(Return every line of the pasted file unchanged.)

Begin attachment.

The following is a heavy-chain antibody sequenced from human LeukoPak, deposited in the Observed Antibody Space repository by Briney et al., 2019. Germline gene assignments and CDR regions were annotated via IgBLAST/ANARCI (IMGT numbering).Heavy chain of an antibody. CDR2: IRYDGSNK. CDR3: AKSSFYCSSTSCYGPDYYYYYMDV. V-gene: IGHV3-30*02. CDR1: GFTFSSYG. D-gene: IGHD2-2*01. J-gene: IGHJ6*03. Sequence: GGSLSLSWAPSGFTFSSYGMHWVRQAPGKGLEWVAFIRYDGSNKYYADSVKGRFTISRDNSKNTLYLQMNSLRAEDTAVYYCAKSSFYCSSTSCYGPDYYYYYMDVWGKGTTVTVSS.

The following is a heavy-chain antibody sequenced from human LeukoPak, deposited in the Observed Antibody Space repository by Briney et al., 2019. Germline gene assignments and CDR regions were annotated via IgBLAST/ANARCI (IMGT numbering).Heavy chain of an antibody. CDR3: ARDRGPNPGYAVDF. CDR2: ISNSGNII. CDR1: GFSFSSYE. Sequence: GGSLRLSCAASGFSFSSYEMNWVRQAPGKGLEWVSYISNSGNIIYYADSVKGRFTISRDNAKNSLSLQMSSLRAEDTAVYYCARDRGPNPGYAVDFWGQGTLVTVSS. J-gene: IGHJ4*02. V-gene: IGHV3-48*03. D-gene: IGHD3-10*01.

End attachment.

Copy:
The following is a heavy-chain antibody sequenced from human LeukoPak, deposited in the Observed Antibody Space repository by Briney et al., 2019. Germline gene assignments and CDR regions were annotated via IgBLAST/ANARCI (IMGT numbering).Heavy chain of an antibody. CDR2: IRYDGSNK. CDR3: AKSSFYCSSTSCYGPDYYYYYMDV. V-gene: IGHV3-30*02. CDR1: GFTFSSYG. D-gene: IGHD2-2*01. J-gene: IGHJ6*03. Sequence: GGSLSLSWAPSGFTFSSYGMHWVRQAPGKGLEWVAFIRYDGSNKYYADSVKGRFTISRDNSKNTLYLQMNSLRAEDTAVYYCAKSSFYCSSTSCYGPDYYYYYMDVWGKGTTVTVSS.

The following is a heavy-chain antibody sequenced from human LeukoPak, deposited in the Observed Antibody Space repository by Briney et al., 2019. Germline gene assignments and CDR regions were annotated via IgBLAST/ANARCI (IMGT numbering).Heavy chain of an antibody. CDR3: ARDRGPNPGYAVDF. CDR2: ISNSGNII. CDR1: GFSFSSYE. Sequence: GGSLRLSCAASGFSFSSYEMNWVRQAPGKGLEWVSYISNSGNIIYYADSVKGRFTISRDNAKNSLSLQMSSLRAEDTAVYYCARDRGPNPGYAVDFWGQGTLVTVSS. J-gene: IGHJ4*02. V-gene: IGHV3-48*03. D-gene: IGHD3-10*01.